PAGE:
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  » Types of Intelligence

  » Intelligence, Heredity, and Environment
        History
        Evidence for Nature
        Evidence for Nurture
        Comments on Research
        Conclusion

  » Neuropsychological Testing
        Normal Intelligence
        Abnormal Examination             and Brain Trauma
        Personality

  » Spectroscopy Data

  » Disorders related to Intelligence

  »  Gender Differences
       Self-Estimated              Intelligence
       Anatomical Differences
       Gray vs. White Matter

  » Artificial Intelligence
        A Timeline of AI
        Ancient History of AI
        Modern History of AI
        The Future of AI

  » Age and Intelligence
        Areas of Function
        Effects of Lesions

  » References






Gray Matter vs. White Matter



Within the brain, areas dominated by cell bodies are called gray matter because of their grayish appearance (surprising). While areas that are dominated by axons are called white matter, due to the whiteness caused by the myelin sheath that cover the axons.

One of the most studied aspects of intelligence now is the role of gray matter and white matter. Specifically speaking the location of gray matter (GM) and white matter (WM) in the brain and how its concentrations significantly differ between genders. It has been shown that GM volume is significantly correlated to FSIQ (considered one of the best indexes of individual differences in general intelligence). Specifically, in men it was most highly correlated in the bilateral frontal lobes (BA 8,9) and in the left parietal lobe; Wenicke’s area (BA 39 and 40). GM in men seemed to be evenly distributed in men, but in women it was found almost completely in the frontal lobe (84%). This is very interesting, because in men 0% of GM voxels were found in the frontal lobe. Another interesting fact is that men had 6.5 times the number of GM voxels that were identified as being related to intellectual functioning then men had. WM volume correlations did not report as strong of correlations with intelligence in men as they did in women. And again major sex differences were found in concentrations of WM. 86% of WM voxels for women were found in the frontal love, compared to 0% in men again. It was also found that the GM/WM matter ratio is slightly higher in women then in men. Other regions that women have larger concentrations of GM include the precentral gyrus, fronto-orbital cortex, superior frontal, and lingual gyri. Men had larger concentrations in the frontomedial cortex, hypothalamus, amygdala, and angular gyrus.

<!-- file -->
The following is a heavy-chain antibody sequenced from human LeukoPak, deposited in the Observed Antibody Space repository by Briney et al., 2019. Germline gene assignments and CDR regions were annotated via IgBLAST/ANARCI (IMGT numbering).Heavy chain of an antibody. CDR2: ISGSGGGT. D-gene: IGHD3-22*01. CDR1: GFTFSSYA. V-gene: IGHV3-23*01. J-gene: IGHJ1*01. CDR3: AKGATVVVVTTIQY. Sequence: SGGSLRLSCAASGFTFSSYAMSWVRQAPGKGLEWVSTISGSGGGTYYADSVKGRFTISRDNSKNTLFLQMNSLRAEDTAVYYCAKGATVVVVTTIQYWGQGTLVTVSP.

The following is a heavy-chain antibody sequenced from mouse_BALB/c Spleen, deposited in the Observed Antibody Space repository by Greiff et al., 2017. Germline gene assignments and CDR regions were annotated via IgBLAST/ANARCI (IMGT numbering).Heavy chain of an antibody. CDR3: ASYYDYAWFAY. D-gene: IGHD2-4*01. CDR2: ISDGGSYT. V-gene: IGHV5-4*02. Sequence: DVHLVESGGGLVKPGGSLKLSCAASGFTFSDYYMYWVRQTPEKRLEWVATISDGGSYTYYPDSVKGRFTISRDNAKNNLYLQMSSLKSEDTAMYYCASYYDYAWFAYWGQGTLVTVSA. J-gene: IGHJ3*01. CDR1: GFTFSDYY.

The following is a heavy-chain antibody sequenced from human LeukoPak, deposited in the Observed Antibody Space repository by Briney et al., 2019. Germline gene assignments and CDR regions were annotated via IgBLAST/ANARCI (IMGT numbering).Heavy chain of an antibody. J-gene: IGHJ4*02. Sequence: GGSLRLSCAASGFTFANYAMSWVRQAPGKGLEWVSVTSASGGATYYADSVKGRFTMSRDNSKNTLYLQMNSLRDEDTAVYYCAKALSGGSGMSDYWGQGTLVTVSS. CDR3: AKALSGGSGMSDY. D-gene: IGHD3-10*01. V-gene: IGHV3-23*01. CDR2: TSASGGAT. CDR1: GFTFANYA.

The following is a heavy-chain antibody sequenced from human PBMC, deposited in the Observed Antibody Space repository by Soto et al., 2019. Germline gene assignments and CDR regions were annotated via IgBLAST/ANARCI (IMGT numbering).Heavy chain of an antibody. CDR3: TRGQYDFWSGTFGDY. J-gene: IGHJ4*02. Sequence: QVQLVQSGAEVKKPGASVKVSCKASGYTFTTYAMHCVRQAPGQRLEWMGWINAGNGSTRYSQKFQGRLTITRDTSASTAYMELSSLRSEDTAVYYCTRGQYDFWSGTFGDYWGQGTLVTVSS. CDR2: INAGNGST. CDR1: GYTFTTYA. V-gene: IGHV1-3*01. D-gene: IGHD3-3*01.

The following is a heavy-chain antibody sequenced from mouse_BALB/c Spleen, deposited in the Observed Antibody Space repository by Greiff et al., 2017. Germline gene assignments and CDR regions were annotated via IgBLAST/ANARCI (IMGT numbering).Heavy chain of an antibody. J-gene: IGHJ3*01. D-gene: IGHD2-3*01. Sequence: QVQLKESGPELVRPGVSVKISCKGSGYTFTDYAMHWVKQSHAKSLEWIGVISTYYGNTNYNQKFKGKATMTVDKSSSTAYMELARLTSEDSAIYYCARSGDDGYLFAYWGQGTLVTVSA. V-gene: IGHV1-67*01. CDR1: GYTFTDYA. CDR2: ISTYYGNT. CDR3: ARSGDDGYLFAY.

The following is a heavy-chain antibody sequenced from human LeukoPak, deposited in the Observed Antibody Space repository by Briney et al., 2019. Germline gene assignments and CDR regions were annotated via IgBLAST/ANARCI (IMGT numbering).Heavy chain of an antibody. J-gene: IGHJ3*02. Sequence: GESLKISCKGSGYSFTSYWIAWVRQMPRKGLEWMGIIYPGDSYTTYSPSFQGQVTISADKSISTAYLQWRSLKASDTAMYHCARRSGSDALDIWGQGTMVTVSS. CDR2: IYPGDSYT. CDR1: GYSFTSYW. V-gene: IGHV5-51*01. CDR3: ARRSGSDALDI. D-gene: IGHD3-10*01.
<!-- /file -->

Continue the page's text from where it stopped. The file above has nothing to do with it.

Women’s verbal intelligence was correlated to Broca’s area in women and Weirnke’s area in men. Broca’s area is involved in the motor production of speech, while Weirnke’s area is involved in the understanding of speech. The author does not go as far as drawing conclusions based on this information but it is interesting to think of how these differences could be influencing the differences in outwards language of male and females. Another implication that is not discussed is the considerable difference of GM and WM in the frontal lobe. Women contained 84% and 86% of voxels respectively, while men had 0%. The frontal lobe is considered to have a role in emotional control, personality, problem solving, motor function, memory, language, judgment, and social and sexual behavior.

The major result taken from this data is the importance of WM and GM intelligence in the striking differences between amount of voxels and location of these voxels between the sexes. Taking into account the fact that males and females do not differ in FSIQ the researchers concluded that different types of brain designs might change the “way” intelligence is derived but the overall performance is the same.

 







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